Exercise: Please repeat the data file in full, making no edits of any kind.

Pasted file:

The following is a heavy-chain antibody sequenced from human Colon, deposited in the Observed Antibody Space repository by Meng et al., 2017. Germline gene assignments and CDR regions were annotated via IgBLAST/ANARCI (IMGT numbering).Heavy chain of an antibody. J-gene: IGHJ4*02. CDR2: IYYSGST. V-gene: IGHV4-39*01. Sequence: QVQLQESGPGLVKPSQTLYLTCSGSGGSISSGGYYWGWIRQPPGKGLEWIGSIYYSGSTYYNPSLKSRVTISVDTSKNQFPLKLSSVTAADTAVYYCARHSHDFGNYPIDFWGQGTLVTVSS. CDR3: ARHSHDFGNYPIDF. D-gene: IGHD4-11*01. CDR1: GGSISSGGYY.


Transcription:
The following is a heavy-chain antibody sequenced from human Colon, deposited in the Observed Antibody Space repository by Meng et al., 2017. Germline gene assignments and CDR regions were annotated via IgBLAST/ANARCI (IMGT numbering).Heavy chain of an antibody. J-gene: IGHJ4*02. CDR2: IYYSGST. V-gene: IGHV4-39*01. Sequence: QVQLQESGPGLVKPSQTLYLTCSGSGGSISSGGYYWGWIRQPPGKGLEWIGSIYYSGSTYYNPSLKSRVTISVDTSKNQFPLKLSSVTAADTAVYYCARHSHDFGNYPIDFWGQGTLVTVSS. CDR3: ARHSHDFGNYPIDF. D-gene: IGHD4-11*01. CDR1: GGSISSGGYY.